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Original Czechoslovakian Cold War Sa 26 (vz. 48b/52) Display Submachine Gun with Magazine & Sling - Bay Of Pigs Invasion

Regular price $995.00

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Item Description

Original Item: One-of-a-Kind. This is an incredible Czech Issue Sa 26 vz. 48b/52 Display Submachine Gun, built from all original parts on an original BATF compliant non-firing display receiver, making this a 100% legal display Sub-Machine gun. This receiver was created by using portions of the original torch cut receiver, including the barrel bushing, combined with some new made steel portions. It has properly had a 25% section of the total length completely replaced entirely with solid steel bar stock. Meaning a 1/4 length section of the display receiver is solid steel, making this totally legal to own without a license of any kind.

The CZ Model 23/25 (properly, Sa 23/25 or Sa vz. 48b/samopal vz. 48b – samopal vzor 48 výsadkový, "submachine gun model year 1948 para") was perhaps the best known of a series of Czechoslovak designed submachine guns introduced in 1948. There were four generally very similar submachine guns in this series: the Sa 23, Sa 24, Sa 25, and Sa 26. The primary designer was Jaroslav Holeček (September, 15 1923–October, 12 1997), chief engineer of the Česká zbrojovka Uherský Brod arms factory.

This is a great example of an Sa 26 (vz. 48b/52) Display Submachine gun, which was developed as the Warsaw Pact organization was being founded. It features a bakelite lower housing for the fore grip, which is continuous with the fore stock, and a metal folding rear stock. The design even incorporates a magazine loader into the right front of the stock, which would be fitted with stripper clips to load the magazine, which then slid out the front of the stock as the rounds fed into the magazine. The slightly slanted forward pistol grip is definitive for the version chambered in the 7.62×25mm Tokarev used by the Warsaw Pact countries. These submachine guns were widely used during the early years of the Cold War.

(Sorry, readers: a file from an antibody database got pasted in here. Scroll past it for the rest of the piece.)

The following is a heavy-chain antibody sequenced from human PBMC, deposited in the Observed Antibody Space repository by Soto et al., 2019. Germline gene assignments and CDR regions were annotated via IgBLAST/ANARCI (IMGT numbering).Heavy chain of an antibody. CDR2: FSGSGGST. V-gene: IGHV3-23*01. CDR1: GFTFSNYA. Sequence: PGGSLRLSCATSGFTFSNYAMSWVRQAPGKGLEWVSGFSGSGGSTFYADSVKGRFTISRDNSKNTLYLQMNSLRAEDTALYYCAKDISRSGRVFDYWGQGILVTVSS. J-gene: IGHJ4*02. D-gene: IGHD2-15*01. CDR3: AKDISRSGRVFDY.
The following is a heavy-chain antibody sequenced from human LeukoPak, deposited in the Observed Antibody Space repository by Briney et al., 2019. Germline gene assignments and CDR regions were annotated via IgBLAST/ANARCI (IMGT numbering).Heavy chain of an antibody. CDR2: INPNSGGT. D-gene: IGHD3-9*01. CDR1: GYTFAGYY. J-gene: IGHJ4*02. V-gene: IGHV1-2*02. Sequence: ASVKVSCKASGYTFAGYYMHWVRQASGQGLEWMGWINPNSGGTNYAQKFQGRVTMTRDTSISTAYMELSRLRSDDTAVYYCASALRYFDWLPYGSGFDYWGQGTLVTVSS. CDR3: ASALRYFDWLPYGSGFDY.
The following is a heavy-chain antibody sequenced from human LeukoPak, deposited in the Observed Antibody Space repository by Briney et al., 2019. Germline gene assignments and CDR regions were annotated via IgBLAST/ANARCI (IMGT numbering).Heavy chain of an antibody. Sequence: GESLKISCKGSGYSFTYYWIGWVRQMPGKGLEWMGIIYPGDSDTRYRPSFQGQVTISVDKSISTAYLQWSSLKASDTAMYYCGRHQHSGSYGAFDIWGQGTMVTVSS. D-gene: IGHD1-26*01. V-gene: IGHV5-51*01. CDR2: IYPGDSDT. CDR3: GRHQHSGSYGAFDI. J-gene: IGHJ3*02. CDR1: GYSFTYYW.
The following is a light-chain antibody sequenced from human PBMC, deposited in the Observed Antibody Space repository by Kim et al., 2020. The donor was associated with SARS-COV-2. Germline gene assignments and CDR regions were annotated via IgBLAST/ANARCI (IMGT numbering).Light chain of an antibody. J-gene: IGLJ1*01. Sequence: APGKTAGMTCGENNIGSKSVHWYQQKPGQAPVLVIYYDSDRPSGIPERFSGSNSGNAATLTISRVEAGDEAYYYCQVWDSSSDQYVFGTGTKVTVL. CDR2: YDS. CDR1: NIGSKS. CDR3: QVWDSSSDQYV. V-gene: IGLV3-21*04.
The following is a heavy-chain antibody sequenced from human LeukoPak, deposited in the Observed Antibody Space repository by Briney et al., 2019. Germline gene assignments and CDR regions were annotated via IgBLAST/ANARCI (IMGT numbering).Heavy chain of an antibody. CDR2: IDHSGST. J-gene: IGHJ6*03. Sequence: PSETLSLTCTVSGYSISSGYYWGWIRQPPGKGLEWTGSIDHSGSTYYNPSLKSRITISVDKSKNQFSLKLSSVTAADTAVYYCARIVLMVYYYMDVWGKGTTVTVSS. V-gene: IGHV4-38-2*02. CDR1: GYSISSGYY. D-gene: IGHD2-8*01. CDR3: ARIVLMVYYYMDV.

The one action most particularly linked with this line of machine guns was the "Bay of Pigs" invasion, the failed attempt to retake Cuba from Castro after the revolution. There are period photographs showing several different variants of the submachine gun in use.

This example is in very nice condition, showing only light wear, and the "progressive" trigger still works, as does the trigger safety. The magazine can be properly removed, though it is a bit difficult, and it does not lock in all the way due to requirements with the dummy receiver. The rotating rear sight is fully functional, as is the folding stock, which can be swung forward and locked in place to give a vertical foregrip. The display gun even comes with a very nice Warsaw Pact style sling to complete the look!

A fine original display gun fully compliant with BATF regulations to be non-functional and totally legal without any type of license.

NOTE: Magazine will be deactivated if shipped to a state where they are prohibited.